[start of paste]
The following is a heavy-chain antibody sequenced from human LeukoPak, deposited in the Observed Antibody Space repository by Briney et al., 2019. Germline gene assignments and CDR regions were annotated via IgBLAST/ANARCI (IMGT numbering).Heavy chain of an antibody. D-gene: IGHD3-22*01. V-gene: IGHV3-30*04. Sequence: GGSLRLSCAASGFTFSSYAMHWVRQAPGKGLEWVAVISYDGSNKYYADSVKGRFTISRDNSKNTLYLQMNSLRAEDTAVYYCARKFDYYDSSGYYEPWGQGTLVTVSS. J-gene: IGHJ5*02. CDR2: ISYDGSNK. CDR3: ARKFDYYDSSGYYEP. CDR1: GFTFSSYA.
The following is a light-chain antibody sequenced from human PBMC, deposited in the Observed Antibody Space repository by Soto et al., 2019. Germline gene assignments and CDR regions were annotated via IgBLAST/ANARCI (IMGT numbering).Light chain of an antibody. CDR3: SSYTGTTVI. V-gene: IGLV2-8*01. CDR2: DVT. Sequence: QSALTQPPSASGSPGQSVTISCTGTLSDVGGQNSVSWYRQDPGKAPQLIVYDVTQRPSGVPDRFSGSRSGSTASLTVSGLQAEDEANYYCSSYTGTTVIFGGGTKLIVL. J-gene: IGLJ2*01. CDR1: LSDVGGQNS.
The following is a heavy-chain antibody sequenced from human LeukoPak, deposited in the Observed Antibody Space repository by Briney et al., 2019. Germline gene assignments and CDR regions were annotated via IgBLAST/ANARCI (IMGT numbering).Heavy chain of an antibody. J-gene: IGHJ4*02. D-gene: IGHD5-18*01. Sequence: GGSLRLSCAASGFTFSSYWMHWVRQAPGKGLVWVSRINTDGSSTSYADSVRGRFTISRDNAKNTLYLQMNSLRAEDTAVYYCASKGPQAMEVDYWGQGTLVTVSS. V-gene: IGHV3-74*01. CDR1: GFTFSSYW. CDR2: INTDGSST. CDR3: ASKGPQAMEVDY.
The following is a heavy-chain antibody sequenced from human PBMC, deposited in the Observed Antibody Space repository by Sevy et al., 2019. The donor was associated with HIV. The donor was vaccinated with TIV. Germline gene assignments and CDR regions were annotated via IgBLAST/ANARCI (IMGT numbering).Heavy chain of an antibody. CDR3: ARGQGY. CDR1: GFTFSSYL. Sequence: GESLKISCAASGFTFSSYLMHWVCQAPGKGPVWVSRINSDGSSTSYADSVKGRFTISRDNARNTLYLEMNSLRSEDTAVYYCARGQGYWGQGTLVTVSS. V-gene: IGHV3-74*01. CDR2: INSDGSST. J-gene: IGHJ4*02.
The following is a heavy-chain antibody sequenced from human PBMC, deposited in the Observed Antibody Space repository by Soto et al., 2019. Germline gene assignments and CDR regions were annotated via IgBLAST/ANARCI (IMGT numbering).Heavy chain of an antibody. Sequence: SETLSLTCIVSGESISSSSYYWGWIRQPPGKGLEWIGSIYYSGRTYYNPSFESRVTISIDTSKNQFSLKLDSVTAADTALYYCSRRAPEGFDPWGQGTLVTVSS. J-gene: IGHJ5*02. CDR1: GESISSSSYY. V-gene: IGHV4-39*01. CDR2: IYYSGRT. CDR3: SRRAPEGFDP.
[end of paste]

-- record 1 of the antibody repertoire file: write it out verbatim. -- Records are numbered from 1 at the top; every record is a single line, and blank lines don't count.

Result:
The following is a heavy-chain antibody sequenced from human LeukoPak, deposited in the Observed Antibody Space repository by Briney et al., 2019. Germline gene assignments and CDR regions were annotated via IgBLAST/ANARCI (IMGT numbering).Heavy chain of an antibody. D-gene: IGHD3-22*01. V-gene: IGHV3-30*04. Sequence: GGSLRLSCAASGFTFSSYAMHWVRQAPGKGLEWVAVISYDGSNKYYADSVKGRFTISRDNSKNTLYLQMNSLRAEDTAVYYCARKFDYYDSSGYYEPWGQGTLVTVSS. J-gene: IGHJ5*02. CDR2: ISYDGSNK. CDR3: ARKFDYYDSSGYYEP. CDR1: GFTFSSYA.